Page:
“The facts are crucial,” said Ellie Miller (J.D. ’18) about the work she did last summer while interning for a litigation firm. During the first year of law school, however, students typically read the facts as provided in casebooks, so they can appear static.
“In practice, the facts come in different forms and can change as you investigate and obtain more of the details,” Miller said.
Following the launch of the Lawyering Foundations course in fall 2013, Georgia State Law students are exposed early in their legal education to how dynamic facts can be in legal practice. Instead of using only canned fact patterns, students sift through documents like in practice and piece together the facts on their own.
“The materials in the case files are modeled after documents that lawyers utilize in their cases depending on the area of law,” said <a href=”http://law.gsu.edu/profile/brandy-owens-domengeaux/” target=”_blank”>Brandy Domengeaux</a>, Lawyering Foundations instructor. “The idea is to expose students to the fundamental legal skills that lawyers utilize to determine the facts of their case, inconsistencies related to the facts, missing facts, and whether particular facts are relevant or irrelevant.”
The file for a criminal problem, for example, would include police reports and a photograph of evidence, whereas an employment file would include human resources documents and deposition testimony.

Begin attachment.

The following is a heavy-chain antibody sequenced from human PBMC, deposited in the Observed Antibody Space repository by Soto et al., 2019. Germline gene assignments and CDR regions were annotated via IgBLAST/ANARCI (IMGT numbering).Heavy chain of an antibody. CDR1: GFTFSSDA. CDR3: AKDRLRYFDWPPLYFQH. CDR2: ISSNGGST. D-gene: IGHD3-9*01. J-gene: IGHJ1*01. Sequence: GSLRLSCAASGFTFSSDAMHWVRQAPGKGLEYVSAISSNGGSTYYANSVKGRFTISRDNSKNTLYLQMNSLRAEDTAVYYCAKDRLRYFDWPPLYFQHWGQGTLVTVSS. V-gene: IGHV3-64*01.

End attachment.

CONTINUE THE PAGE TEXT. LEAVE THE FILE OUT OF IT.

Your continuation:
In addition to piecing together the facts, students in Lawyering Foundations also work on a witness interview. After spending a couple weeks researching the area of law, students learn that the materials in the file are incomplete and that another witness needs to be interviewed.
“Students are typically surprised to hear that they have to do some investigative work,” said <a href=”http://law.gsu.edu/profile/trisha-kanan/” target=”_blank”>Trisha Kanan</a>, Lawyering Foundations senior lecturer of law.
Amy BeMent (J.D. ’17) recalled how this fact investigation assignment made her think about the facts differently.
“It was eye opening to find out that you don’t have everything you need,” BeMent said. “Up until this point in law school, the facts were always just given to you.”
In crafting questions for the witness interview, students also learn how the law feeds into that investigation.
“Students have to read and understand the caselaw in order to assess where there are holes and which areas of inquiry are the most important to the case,” Kanan said. “It simulates how attorneys prepare for a witness interview with a summary judgment motion in mind.”
As the year progresses, students also see how the facts evolve in a case. After using a short case file to analyze a pretrial issue in a legal memorandum in the fall semester, the case file expands in the spring semester. Students then have to grapple with new, and sometimes, conflicting facts and assess how it changes the analysis as they write a trial brief.
“The change can rattle you, but in a good way,” BeMent recalled. “I remember reading the deposition testimony and thinking to myself, I can’t believe my client said that — what am I going to do now.”
Working with the facts in Lawyering Foundations has been helpful, Miller said, because “it is more like real life, which means we’ll be more ready to hit the ground running in externships and clinic experiences.”